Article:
The Covenant Code, or Book of the Covenant, is the name given by academics to a text appearing in the Torah, at Exodus 20:22-23:19; or, more strictly, the term Covenant Code may be applied to Exodus 21:1-22:16. Biblically, the text is the second of the law codes given to Moses by God at Mount Sinai. This legal text provides a small but substantive proportion of the mitzvot within the Torah, and hence is a source of Jewish Law.

The Deuteronomic Code is the name given by academics to the law code set out in chapters 12 to 26 of the Book of Deuteronomy in the Hebrew Bible. The code outlines a special relationship between the Israelites and Yahweh and provides instructions covering "a variety of topics including religious ceremonies and ritual purity, civil and criminal law, and the conduct of war". They are similar to other collections of laws found in the Torah such as the Covenant Code at Exodus 20–23, except for the portion discussing the Ethical Decalogue, which is usually treated separately. This separate treatment stems not from any concern over authorship, but merely because the Ethical Decalogue is treated academically as a subject in its own right.


Mishpatim is the eighteenth weekly Torah portion in the annual Jewish cycle of Torah reading and the sixth in the Book of Exodus. The parashah sets out a series of laws, which some scholars call the Covenant Code. It reports the people's acceptance of the covenant with God. The parashah constitutes Exodus 21:1–24:18. The parashah is made up of 5,313 Hebrew letters, 1,462 Hebrew words, 118 verses, and 185 lines in a Torah scroll.


Re'eh, Reeh, R'eih, or Ree is the 47th weekly Torah portion in the annual Jewish cycle of Torah reading and the fourth in the Book of Deuteronomy. It comprises Deuteronomy 11:26–16:17. In the parashah, Moses set before the Israelites the choice between blessing and curse. Moses instructed the Israelites in the laws that they were to observe, including the law of a single centralized place of worship. Moses warned against following other gods and their prophets and set forth the laws of kashrut, tithes, the Sabbatical year, the Hebrew slave, firstborn animals, and the three pilgrim festivals.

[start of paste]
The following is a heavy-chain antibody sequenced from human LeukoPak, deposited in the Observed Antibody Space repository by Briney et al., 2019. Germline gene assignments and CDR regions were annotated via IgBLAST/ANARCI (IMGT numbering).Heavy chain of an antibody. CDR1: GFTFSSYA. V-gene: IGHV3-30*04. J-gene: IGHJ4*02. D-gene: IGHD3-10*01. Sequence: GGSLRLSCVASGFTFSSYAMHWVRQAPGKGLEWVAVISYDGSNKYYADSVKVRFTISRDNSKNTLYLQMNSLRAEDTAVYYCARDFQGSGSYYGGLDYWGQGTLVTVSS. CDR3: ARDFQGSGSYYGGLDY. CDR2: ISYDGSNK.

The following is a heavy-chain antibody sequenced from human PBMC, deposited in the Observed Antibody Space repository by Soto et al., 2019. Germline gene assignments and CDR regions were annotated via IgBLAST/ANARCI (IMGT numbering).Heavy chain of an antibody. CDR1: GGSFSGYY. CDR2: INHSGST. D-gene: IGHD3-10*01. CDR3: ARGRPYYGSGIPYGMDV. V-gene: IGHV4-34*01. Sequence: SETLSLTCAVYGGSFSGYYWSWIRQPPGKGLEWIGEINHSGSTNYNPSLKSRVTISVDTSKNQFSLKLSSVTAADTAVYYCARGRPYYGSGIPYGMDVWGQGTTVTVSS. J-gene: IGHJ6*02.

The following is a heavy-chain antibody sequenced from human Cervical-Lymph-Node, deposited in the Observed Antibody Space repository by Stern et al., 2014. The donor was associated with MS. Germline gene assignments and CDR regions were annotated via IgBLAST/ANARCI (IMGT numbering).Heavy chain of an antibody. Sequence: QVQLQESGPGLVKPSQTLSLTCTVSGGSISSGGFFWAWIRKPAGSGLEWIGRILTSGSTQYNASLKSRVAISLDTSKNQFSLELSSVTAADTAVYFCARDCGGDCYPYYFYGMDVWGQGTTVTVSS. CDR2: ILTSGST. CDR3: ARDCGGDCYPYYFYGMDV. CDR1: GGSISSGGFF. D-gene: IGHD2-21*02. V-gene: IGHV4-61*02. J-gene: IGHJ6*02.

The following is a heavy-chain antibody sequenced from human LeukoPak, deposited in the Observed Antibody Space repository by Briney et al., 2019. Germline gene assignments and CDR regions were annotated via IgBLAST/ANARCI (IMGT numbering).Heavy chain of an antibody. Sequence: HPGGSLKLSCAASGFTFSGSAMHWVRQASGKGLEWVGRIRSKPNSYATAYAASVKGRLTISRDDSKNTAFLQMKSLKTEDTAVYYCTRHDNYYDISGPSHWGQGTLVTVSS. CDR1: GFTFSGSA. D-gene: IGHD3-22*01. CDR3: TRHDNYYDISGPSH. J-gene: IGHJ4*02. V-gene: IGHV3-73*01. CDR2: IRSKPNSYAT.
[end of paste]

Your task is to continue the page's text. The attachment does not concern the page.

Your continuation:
Ki Teitzei

Ki Teitzei, Ki Tetzei, Ki Tetse, Ki Thetze, Ki Tese, Ki Tetzey, or Ki Seitzei is the 49th weekly Torah portion in the annual Jewish cycle of Torah reading and the sixth in the Book of Deuteronomy. It comprises Deuteronomy 21:10–25:19. The parashah sets out a series of miscellaneous laws, mostly governing civil and domestic life, including ordinances regarding a beautiful captive of war, inheritance among the sons of two wives, a wayward son, the corpse of an executed person, found property, coming upon another in distress, rooftop safety, prohibited mixtures, sexual offenses, membership in the congregation, camp hygiene, runaway slaves, prostitution, usury, vows, gleaning, kidnapping, repossession, prompt payment of wages, vicarious liability, flogging, treatment of domestic animals, levirate marriage, weights and measures, and wiping out the memory of Amalek.